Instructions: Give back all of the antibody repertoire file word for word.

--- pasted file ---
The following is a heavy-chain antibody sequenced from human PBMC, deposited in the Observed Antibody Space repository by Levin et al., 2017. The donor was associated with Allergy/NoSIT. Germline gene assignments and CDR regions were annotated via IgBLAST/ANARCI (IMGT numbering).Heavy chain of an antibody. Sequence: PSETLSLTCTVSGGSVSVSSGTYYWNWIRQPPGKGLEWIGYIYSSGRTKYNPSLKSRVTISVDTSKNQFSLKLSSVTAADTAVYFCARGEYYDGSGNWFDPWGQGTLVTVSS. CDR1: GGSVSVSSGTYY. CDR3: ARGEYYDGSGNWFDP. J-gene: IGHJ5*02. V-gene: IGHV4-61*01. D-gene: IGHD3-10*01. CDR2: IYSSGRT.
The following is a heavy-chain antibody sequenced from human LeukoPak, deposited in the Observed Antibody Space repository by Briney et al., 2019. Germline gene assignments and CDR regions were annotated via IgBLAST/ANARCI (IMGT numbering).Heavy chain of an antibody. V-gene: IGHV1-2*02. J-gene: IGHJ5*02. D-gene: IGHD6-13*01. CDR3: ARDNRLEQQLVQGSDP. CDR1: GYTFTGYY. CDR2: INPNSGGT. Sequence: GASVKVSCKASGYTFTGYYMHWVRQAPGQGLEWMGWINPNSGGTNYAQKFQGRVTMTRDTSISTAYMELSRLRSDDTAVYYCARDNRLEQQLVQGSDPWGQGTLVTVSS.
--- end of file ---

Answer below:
The following is a heavy-chain antibody sequenced from human PBMC, deposited in the Observed Antibody Space repository by Levin et al., 2017. The donor was associated with Allergy/NoSIT. Germline gene assignments and CDR regions were annotated via IgBLAST/ANARCI (IMGT numbering).Heavy chain of an antibody. Sequence: PSETLSLTCTVSGGSVSVSSGTYYWNWIRQPPGKGLEWIGYIYSSGRTKYNPSLKSRVTISVDTSKNQFSLKLSSVTAADTAVYFCARGEYYDGSGNWFDPWGQGTLVTVSS. CDR1: GGSVSVSSGTYY. CDR3: ARGEYYDGSGNWFDP. J-gene: IGHJ5*02. V-gene: IGHV4-61*01. D-gene: IGHD3-10*01. CDR2: IYSSGRT.
The following is a heavy-chain antibody sequenced from human LeukoPak, deposited in the Observed Antibody Space repository by Briney et al., 2019. Germline gene assignments and CDR regions were annotated via IgBLAST/ANARCI (IMGT numbering).Heavy chain of an antibody. V-gene: IGHV1-2*02. J-gene: IGHJ5*02. D-gene: IGHD6-13*01. CDR3: ARDNRLEQQLVQGSDP. CDR1: GYTFTGYY. CDR2: INPNSGGT. Sequence: GASVKVSCKASGYTFTGYYMHWVRQAPGQGLEWMGWINPNSGGTNYAQKFQGRVTMTRDTSISTAYMELSRLRSDDTAVYYCARDNRLEQQLVQGSDPWGQGTLVTVSS.